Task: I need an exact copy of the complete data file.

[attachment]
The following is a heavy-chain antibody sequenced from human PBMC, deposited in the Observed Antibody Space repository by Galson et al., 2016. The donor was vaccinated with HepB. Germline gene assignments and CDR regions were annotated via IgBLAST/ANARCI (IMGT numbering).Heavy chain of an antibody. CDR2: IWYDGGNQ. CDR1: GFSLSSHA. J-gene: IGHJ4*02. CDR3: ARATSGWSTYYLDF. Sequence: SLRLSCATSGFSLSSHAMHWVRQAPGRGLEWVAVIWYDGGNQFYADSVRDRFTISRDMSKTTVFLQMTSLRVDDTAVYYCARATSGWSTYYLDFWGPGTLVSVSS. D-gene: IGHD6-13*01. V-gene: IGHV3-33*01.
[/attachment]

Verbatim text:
The following is a heavy-chain antibody sequenced from human PBMC, deposited in the Observed Antibody Space repository by Galson et al., 2016. The donor was vaccinated with HepB. Germline gene assignments and CDR regions were annotated via IgBLAST/ANARCI (IMGT numbering).Heavy chain of an antibody. CDR2: IWYDGGNQ. CDR1: GFSLSSHA. J-gene: IGHJ4*02. CDR3: ARATSGWSTYYLDF. Sequence: SLRLSCATSGFSLSSHAMHWVRQAPGRGLEWVAVIWYDGGNQFYADSVRDRFTISRDMSKTTVFLQMTSLRVDDTAVYYCARATSGWSTYYLDFWGPGTLVSVSS. D-gene: IGHD6-13*01. V-gene: IGHV3-33*01.